Our VSP Cordon wires are at 30", 36" or 42" depending on varietal and site. Above that are three pairs of catch wires spaced equally from the Cordon to the top of the trellis post. On a 6' (exposed) trellis post and a 36" Cordon height, the catch pairs are at 48", 60" and 72". This gives us the abilty to have 5' of canopy before the canes start to droop.

All catch wires are looped around the end post with one or two Gripple wire tensioners on each side of the pair depending on how long the rows are.

Does this help?
Greg
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#9 bret

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Posted 08 July 2011 - 06:36 PM

Sure!
Our VSP Cordon wires are at 30", 36" or 42" depending on varietal and site. Above that are three pairs of catch wires spaced equally from the Cordon to the top of the trellis post. On a 6' (exposed) trellis post and a 36" Cordon height, the catch pairs are at 48", 60" and 72". This gives us the abilty to have 5' of canopy before the canes start to droop.

All catch wires are looped around the end post with one or two Gripple wire tensioners on each side of the pair depending on how long the rows are.

Does this help?
Greg



Three pairs of catch wires is starting to sound like a good option for my VSP. Right now I have just two catch wires (above a single drip line wire and another single fruiting / cordon wire), and I seem to get a lot of little straggler shoots that I have to go through and position a lot.

-Bret
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#10 bret

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Posted 08 July 2011 - 08:32 PM

Joe, I don't know much about setting up wires on T-posts like you have, but here's what I have for my VSP:

-Bret
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#11 gregorio

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Posted 09 July 2011 - 08:25 AM

Three pairs of catch wires is starting to sound like a good option for my VSP. Right now I have just two catch wires (above a single drip line wire and another single fruiting / cordon wire), and I seem to get a lot of little straggler shoots that I have to go through and position a lot.

-Bret


Where we have 2 pairs, we are retrofitting a third because we find that the shoots still flop around too much in the wind as they are growing. The sites where we have three wires we spend less time positioning shoots and have less breakage.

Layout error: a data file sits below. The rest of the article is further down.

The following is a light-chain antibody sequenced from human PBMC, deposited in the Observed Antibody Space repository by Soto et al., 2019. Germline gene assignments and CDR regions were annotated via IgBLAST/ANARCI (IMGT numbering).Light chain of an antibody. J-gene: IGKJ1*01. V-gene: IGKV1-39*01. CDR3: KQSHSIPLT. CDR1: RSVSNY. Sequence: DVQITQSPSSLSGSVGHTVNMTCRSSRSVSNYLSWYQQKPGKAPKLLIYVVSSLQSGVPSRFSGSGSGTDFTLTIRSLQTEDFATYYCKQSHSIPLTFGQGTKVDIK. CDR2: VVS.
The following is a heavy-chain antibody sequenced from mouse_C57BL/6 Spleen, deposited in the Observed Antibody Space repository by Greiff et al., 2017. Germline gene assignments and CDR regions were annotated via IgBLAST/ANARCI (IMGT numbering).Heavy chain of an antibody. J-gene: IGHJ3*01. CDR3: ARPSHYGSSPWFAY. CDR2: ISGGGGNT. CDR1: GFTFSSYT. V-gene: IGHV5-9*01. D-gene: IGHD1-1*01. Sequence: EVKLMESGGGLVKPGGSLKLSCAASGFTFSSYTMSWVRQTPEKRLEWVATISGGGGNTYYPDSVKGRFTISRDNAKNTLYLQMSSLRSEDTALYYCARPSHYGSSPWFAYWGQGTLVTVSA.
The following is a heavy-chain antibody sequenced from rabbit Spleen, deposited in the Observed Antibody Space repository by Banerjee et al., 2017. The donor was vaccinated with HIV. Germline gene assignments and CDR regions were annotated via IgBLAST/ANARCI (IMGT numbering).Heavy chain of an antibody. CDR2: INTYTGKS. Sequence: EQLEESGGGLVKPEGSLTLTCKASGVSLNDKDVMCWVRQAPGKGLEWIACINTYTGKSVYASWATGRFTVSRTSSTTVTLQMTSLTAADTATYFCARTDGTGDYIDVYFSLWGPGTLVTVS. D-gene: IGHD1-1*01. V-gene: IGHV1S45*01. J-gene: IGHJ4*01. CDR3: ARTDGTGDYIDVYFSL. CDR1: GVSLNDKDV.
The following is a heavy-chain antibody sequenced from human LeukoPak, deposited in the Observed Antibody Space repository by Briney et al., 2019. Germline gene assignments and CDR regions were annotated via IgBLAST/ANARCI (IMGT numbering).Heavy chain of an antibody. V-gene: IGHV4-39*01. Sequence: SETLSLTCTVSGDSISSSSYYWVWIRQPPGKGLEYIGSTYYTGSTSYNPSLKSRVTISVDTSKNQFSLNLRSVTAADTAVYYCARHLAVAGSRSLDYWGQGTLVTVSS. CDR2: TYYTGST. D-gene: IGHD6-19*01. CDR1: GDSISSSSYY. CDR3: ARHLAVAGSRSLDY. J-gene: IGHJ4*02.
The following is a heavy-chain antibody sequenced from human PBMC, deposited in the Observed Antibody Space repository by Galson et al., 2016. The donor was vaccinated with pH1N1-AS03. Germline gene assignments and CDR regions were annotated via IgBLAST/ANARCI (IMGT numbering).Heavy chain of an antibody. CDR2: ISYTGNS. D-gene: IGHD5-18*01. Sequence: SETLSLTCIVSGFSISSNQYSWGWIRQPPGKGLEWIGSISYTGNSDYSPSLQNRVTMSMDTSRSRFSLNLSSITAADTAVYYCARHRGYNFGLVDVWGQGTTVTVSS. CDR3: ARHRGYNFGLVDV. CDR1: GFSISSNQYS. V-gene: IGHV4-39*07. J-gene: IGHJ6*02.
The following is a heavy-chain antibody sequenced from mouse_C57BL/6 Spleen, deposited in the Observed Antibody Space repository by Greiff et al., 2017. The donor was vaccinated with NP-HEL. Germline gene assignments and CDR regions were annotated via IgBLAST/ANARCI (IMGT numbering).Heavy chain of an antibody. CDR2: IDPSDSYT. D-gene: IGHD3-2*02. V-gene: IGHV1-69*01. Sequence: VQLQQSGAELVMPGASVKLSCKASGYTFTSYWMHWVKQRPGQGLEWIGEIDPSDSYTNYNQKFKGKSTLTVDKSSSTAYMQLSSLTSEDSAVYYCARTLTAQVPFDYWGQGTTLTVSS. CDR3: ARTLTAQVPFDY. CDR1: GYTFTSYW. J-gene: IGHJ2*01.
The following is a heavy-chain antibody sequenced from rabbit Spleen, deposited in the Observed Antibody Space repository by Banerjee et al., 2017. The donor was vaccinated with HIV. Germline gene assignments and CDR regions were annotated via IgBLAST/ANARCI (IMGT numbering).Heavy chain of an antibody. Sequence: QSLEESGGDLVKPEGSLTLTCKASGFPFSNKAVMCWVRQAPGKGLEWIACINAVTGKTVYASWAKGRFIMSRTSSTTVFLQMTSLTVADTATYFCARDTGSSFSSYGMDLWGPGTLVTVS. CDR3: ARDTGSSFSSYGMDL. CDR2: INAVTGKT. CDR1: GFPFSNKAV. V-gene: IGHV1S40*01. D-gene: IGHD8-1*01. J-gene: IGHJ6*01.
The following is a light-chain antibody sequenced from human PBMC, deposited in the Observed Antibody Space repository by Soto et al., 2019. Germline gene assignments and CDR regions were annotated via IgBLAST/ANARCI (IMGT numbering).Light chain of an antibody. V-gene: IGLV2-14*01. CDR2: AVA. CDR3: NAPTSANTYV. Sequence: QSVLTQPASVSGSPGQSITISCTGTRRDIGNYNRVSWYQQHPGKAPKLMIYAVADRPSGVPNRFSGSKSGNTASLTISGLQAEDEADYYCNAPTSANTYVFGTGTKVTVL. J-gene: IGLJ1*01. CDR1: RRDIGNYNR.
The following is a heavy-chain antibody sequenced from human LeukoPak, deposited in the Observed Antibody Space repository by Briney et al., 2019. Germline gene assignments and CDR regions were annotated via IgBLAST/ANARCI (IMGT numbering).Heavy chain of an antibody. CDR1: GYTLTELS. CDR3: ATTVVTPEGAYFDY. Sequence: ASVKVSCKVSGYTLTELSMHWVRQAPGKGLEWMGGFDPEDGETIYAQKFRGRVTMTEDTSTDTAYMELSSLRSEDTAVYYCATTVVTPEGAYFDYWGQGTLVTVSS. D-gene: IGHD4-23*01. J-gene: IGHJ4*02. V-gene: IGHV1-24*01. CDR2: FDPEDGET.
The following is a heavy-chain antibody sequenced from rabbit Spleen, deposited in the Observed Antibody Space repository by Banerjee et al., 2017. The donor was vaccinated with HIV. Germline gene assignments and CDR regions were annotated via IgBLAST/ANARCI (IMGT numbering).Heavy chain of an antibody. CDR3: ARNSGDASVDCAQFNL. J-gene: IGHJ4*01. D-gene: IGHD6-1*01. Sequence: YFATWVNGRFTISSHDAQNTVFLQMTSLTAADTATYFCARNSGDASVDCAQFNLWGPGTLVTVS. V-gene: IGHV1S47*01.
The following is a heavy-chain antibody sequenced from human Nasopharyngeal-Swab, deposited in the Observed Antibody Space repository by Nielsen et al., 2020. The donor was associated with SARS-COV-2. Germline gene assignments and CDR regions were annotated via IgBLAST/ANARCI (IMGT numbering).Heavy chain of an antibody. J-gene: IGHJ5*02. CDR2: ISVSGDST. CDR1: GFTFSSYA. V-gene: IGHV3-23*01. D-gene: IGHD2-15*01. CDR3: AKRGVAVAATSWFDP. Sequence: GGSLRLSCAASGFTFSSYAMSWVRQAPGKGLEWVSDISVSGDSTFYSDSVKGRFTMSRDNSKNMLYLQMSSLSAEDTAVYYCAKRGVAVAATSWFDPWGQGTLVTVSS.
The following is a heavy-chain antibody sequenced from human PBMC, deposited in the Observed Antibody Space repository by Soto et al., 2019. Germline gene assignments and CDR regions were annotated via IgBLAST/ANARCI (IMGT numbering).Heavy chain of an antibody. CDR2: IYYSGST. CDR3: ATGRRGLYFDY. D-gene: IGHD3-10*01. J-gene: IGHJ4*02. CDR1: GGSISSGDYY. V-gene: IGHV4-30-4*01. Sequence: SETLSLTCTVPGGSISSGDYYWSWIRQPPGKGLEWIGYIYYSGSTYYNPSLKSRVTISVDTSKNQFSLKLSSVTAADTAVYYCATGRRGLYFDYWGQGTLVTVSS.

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#12 gwbod

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Posted 09 July 2011 - 09:46 AM

I also agree with the triple looped catch wires. My second year vines only have 2 sets and I don't like the way the shoots lie and their need for tying. Next spring the first loop gets lowered and a middle loop will be added.
Gary

#13 Chano Aguayo

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Posted 10 July 2011 - 02:11 PM

I am not a believer of movable wires either and prefer fixed wires. However, I have installed 6-inch crossarms above the trellis wires at 12 inch spacing. The third and last crossarm is 8 inches long go allow a much open space for the canes to droop over the wires. When tucking the shoots through the catch wires, it is just a matter of using my forearm and push two or three shoots between the catch wirs as they grow over the season, but I do this operation when the days are warm that makes the shoots more flexible and to minimize breakage.

The first set of catch wires needs to be distanced according to variety and length of or height of spurs above the cordon. In other words, if the spurs are 4 inches long, I space the first set of catch wire a distance of 12 inches from the top of the spur. I never, never use ties anywhere in the catch wires, never. Thanks.

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#14 Chano Aguayo

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Posted 10 July 2011 - 02:14 PM

Three pairs of catch wires is starting to sound like a good option for my VSP. Right now I have just two catch wires (above a single drip line wire and another single fruiting / cordon wire), and I seem to get a lot of little straggler shoots that I have to go through and position a lot.

-Bret



\

Bret, go for three sets of catch wires. Thanks.

Chano
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#15 nwpinot

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Posted 11 July 2011 - 09:14 AM

Question: When using 3 sets of catch wires, do you still use the plastic c clips to bind the catchwires around the shoots that you've positioned?